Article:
The Atacama Desert (Desert Week)
Friday, 20th June 2008 by Alex Turnbull
We’re continuing the first annual GSS Desert Week! We’re mostly posting about deserts and it’s lasting about a week!
The Atacama Desert is a virtually rainless plateau in Chile, South America. Made up of salt basins, sand and lava flows, the 181,300 km2 desert is more than 20 million years old, and as it only receives about 3mm of rain a year is considered to be one of the driest places on Earth. Areas such as the Valle de la Luna haven’t received a single drop of rain in hundreds of years.
This bizarre landscape isn’t completely devoid of life however. To the east of the Valle de la Luna lies the village of San Pedro de Atacama, which has developed in the middle of the desert thanks to an oasis. People have been living here for a very long time – the ruins at Aldea de Tulor date from 800 BC.1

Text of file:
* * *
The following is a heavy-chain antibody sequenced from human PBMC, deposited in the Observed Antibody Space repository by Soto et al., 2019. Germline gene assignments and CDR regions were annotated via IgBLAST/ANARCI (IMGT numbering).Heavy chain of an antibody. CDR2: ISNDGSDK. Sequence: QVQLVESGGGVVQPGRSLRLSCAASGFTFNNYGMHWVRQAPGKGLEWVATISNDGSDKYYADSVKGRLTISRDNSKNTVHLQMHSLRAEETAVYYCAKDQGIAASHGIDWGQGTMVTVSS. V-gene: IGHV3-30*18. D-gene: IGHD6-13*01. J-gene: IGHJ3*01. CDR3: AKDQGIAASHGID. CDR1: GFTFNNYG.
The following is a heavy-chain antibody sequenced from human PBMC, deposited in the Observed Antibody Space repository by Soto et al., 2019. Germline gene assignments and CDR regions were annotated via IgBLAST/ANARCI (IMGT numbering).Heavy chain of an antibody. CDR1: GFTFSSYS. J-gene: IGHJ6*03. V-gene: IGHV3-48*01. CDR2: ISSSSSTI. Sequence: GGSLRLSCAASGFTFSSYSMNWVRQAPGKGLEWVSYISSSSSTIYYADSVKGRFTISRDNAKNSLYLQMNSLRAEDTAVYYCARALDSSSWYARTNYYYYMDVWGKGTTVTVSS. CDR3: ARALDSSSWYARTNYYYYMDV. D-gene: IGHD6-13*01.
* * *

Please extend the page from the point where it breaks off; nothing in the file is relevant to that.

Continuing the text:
Aldea de Tulor (Ground level photo)
The Atacama Desert is incredibly rich in copper, and the two largest copper mines in the world, Chuquicamata and Escondida are both here. Escondida alone produced 1.483 million tons of copper in 2007 – 9.5% of the entire world’s output.
Mining here hasn’t always been so successful however – the Atacama Desert is littered with the ruins of 170 old abandoned nitrate (or “saltpeter”) mining towns, all of which (bar one) were shut down after the Germans invented synthetic nitrate at the turn of the 20th century.
The most important of these abandoned mines is the Humberstone and Santa Laura Saltpeter Works, and it has actually been designated a UNESCO World Heritage Site.
Thanks to the extremely arid conditions, cloud cover is incredibly rare in the Atacama desert. Combined with the high elevation of the area, that makes it a perfect location for stargazing, which is why there are several observatories here, including at 2,635 metres the Paranal Observatory, that houses the utterly brilliantly named Very Large Telescope (Wikipedia).
Thanks to Bakan_Vargas, Bleij and Tom (and Chris Branagan too).